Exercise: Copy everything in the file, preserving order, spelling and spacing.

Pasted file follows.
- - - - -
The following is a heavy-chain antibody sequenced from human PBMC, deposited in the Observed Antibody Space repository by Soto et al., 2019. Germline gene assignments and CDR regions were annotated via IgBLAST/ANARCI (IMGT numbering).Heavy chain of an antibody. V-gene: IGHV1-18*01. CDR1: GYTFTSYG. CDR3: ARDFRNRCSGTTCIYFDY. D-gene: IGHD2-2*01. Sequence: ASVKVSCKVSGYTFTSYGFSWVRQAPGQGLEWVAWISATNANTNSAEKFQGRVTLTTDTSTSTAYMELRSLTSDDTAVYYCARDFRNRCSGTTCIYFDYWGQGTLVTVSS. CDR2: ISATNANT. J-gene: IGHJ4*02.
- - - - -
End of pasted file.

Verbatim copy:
The following is a heavy-chain antibody sequenced from human PBMC, deposited in the Observed Antibody Space repository by Soto et al., 2019. Germline gene assignments and CDR regions were annotated via IgBLAST/ANARCI (IMGT numbering).Heavy chain of an antibody. V-gene: IGHV1-18*01. CDR1: GYTFTSYG. CDR3: ARDFRNRCSGTTCIYFDY. D-gene: IGHD2-2*01. Sequence: ASVKVSCKVSGYTFTSYGFSWVRQAPGQGLEWVAWISATNANTNSAEKFQGRVTLTTDTSTSTAYMELRSLTSDDTAVYYCARDFRNRCSGTTCIYFDYWGQGTLVTVSS. CDR2: ISATNANT. J-gene: IGHJ4*02.